If Xcel can prove Schroeder contributed significant waste, it may have a case that the city of Ashland, which acquired Schroeder’s land, should pay for a chunk of the cleanup. Donovan says there’s evidence the city made the mess worse by digging up the contamination and pushing it into the bay to build the wastewater treatment plant there in the 1950s.

But old insurance maps and photographs did not show evidence of wood treatment facilities, according to Dunn. And many of the witnesses were children when Schroeder shut down.

“The state of Wisconsin’s feeling is, no significant wood treatment happened at Schroeder Lumber Co.,” Dunn says.

But investigators did discover an underground clay pipe. It ran down a ravine into an area that was originally Lake Superior before it was filled in and housed the lumber yard and now Kreher Park. The closer they got to the ravine, the more concentrated the underground tars were.

A wire probe up the pipe led to the gas plant.

Dunn says the pipe may have been built to comply with a 1902 Ashland health ordinance that required MGP waste to be conveyed underground rather than dumped into gullies.

Xcel Energy acquired Ashland’s gas utility, and its liabilities along with it. Now the old gas plant building is boarded up, and millions of gallons of contaminated groundwater are known to lie beneath it. An occasional whiff of tar floats by here, because Xcel is pumping and treating the groundwater in a pilot test. Kate Golden/WCIJ

Xcel now admits the pipe must have taken some plant waste down the ravine. But manager Donovan says he still believes “a rather extensive wood-treatment facility” contributed to the contamination. He argues that the amount of waste the plant produced “cannot be translated specifically to what’s down in Kreher Park or out underneath the bay.”

In the end, the federal government will decide who’s right. If Xcel disagrees, it likely will go to court.

And many in Ashland worry the city’s taxpayers will get stuck with a multimillion-dollar tab.

Even Xcel’s critics note that the company has contributed generously to the community. And it’s now paying three years’ salary for the Ashland city planning director. She is planning the transformation of the Superfund waters into a marina and the site into a tourist destination, and looking for grants to help pay for the cleanup.

But the city has been unsuccessful in attempts to extract a promise from Xcel that it will not sue.

Former mayor Ed Monroe, like many others, is frustrated by the pace of the site cleanup. Kate Golden/WCIJ

Superfund — The fund that isn’t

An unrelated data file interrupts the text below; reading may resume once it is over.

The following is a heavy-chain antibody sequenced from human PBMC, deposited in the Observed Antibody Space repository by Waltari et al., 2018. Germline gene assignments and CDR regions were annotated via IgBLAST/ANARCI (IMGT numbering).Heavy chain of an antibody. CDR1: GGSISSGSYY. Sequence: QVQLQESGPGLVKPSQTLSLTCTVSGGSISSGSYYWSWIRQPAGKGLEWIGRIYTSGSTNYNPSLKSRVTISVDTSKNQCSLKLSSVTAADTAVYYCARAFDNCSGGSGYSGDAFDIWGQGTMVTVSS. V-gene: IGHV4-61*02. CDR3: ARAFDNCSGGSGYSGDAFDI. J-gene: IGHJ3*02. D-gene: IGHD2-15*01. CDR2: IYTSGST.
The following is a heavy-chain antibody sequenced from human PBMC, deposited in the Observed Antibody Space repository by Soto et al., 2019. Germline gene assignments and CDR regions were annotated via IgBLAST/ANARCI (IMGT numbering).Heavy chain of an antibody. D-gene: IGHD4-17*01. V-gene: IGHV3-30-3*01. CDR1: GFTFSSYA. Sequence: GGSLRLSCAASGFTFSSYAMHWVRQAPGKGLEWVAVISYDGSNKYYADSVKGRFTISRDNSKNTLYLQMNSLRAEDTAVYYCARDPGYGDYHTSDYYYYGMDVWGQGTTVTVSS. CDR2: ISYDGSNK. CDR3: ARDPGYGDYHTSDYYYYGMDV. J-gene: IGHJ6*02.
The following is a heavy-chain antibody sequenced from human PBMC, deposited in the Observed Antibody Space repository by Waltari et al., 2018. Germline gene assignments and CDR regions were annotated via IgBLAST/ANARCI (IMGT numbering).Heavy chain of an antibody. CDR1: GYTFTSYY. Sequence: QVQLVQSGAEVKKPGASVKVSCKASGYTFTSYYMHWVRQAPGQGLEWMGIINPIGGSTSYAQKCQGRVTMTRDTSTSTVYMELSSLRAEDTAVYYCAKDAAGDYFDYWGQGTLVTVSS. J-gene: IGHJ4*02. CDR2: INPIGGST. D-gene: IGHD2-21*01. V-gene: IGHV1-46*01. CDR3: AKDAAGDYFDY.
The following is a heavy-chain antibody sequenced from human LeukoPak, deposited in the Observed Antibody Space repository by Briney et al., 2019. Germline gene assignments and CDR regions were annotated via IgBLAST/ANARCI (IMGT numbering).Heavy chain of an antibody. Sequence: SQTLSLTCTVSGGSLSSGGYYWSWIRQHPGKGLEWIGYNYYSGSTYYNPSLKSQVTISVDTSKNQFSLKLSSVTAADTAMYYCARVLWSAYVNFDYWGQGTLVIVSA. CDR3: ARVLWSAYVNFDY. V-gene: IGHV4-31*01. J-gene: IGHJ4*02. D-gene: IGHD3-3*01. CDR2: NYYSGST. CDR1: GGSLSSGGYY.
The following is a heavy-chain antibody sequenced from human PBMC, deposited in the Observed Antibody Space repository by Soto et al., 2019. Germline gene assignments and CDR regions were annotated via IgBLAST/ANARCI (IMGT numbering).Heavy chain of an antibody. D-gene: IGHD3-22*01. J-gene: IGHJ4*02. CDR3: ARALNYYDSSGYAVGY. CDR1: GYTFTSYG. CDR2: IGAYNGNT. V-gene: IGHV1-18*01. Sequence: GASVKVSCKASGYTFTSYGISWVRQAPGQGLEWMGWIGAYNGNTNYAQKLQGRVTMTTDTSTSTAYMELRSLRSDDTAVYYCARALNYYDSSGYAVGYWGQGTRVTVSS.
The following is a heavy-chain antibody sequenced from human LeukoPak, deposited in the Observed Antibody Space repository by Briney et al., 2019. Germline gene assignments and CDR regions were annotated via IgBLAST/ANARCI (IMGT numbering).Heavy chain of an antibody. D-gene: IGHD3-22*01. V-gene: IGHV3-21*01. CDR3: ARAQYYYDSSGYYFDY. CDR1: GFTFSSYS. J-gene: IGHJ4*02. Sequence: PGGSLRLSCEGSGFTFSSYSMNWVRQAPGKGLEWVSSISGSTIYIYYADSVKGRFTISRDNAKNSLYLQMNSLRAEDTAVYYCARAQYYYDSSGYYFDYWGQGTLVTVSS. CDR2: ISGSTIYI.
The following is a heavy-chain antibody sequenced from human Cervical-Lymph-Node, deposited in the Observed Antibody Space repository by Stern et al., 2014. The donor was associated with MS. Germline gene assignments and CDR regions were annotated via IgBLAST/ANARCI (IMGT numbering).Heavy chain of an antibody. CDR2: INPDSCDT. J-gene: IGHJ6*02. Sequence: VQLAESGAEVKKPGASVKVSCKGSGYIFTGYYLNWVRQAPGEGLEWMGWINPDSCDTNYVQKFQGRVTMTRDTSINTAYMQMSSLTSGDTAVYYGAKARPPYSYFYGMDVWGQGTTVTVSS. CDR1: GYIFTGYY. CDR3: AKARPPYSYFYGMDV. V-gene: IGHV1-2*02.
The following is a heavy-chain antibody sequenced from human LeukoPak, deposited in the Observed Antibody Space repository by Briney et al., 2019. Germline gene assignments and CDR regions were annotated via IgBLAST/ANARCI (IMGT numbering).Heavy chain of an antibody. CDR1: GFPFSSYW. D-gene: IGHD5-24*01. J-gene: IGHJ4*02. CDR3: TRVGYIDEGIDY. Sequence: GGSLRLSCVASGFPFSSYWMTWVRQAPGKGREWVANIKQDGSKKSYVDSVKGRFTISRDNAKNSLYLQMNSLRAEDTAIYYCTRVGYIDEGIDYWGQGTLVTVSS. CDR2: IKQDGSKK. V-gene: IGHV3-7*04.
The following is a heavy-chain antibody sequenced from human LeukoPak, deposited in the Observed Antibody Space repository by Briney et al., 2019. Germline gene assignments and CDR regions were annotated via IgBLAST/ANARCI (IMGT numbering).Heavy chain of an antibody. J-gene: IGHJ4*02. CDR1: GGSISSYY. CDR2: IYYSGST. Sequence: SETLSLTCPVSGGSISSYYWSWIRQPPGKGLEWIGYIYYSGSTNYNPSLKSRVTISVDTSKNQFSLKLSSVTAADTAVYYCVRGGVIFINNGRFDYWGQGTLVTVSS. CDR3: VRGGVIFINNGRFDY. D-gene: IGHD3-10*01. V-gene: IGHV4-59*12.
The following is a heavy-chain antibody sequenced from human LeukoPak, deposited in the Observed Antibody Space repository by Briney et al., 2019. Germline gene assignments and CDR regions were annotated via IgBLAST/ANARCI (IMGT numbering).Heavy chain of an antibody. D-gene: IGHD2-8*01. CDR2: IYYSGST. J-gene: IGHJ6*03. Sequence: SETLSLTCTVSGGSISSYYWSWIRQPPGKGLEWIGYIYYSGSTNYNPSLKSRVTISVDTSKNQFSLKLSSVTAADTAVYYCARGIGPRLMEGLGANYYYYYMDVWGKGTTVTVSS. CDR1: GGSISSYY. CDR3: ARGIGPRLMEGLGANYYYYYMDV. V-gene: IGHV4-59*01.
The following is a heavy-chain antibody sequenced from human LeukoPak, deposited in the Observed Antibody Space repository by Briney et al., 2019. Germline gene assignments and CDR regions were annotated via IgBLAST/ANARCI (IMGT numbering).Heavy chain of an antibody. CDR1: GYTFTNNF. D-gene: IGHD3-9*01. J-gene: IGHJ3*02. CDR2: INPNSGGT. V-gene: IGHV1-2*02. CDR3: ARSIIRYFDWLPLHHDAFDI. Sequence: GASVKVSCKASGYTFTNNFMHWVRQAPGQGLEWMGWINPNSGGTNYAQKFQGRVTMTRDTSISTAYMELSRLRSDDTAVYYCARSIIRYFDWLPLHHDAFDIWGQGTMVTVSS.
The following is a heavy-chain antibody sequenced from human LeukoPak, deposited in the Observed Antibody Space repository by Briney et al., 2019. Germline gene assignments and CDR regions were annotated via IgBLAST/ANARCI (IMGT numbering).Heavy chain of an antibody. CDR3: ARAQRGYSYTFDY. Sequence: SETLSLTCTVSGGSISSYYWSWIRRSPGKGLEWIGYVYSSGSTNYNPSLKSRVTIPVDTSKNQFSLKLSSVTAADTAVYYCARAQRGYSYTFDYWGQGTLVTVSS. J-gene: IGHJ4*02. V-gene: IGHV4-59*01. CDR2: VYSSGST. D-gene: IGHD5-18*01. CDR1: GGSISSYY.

Ashlanders are tired of waiting, not knowing when the cleanup will start or who will foot the bill.

“We’ve really had no choice up to this point, you know. It’s been there longer than just about every resident in Ashland,” says Ed Monroe, a former mayor.

Part of the holdup is that the site has now been investigated twice. By 1998, the state had investigated and released a feasibility study, which outlined the problem and potential cleanup options.

Then activist Koehn successfully petitioned the EPA to evaluate the site for addition to the Superfund program. The Ashland site scored “very highly,” Dunn says.

Kathy Allen of the League of Women Voters, here serving pie for a political meeting. Kate Golden/WCIJ

“I don’t think everyone was coming from the standpoint of being good-faith,” reflects Koehn. “I think everyone was trying to save money. That was what I saw: that we need to take care of stockholders, that we need to take care of taxpayers, and how serious is this coal tar business? It’s been there forever.”

But many in Ashland came to rue Koehn’s petition — especially when they learned that Superfund is not a fund. The program lost its funding source in 1996. And it was only ever intended for orphaned messes, those without a responsible party.

“That was kind of upsetting, because everybody just thought there was lots of money in the Superfund,” says Kathy Allen, a League of Women Voters activist who helped facilitate public meetings. “I mean, think of it: ‘Superfund.’ ”

EPA took over managing the cleanup in 2002. The agency took another eight years to re-investigate the site and come up with a cleanup plan.

Activists are worn out from fighting. And everyone wants to see the waterfront become usable again.

“We’re a long ways away from the first shovel-load of coal tar coming out of the bay,” says Kim Bro, the former health-department official. “And that’s what everybody’s hoping for.”

The nonprofit Wisconsin Center for Investigative Journalism ( collaborates with Wisconsin Public Radio, Wisconsin Public Television, other news media and the UW-Madison School of Journalism and Mass Communication. All works created, published, posted or disseminated by the Center do not necessarily reflect the views or opinions of UW-Madison or any of its affiliates.

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Kate GoldenMultimedia director and reporter

Kate Golden, multimedia director and reporter, specializes in environmental stories and data visualizations.

One reply on “Toxic legacy: Century-old tar plumes under Lake Superior stir health fears — and a cleanup could be years away”

  1. Hi Kate Golden,
    Happy travels and best of luck with your Aussie gig. Thank you from the bottom of my heart for your invaluable research and documentation work — beautiful gifts you have left for us here in Wisconsin to put to good use while stewarding this fair state’s water and wildlife, so unfairly treated…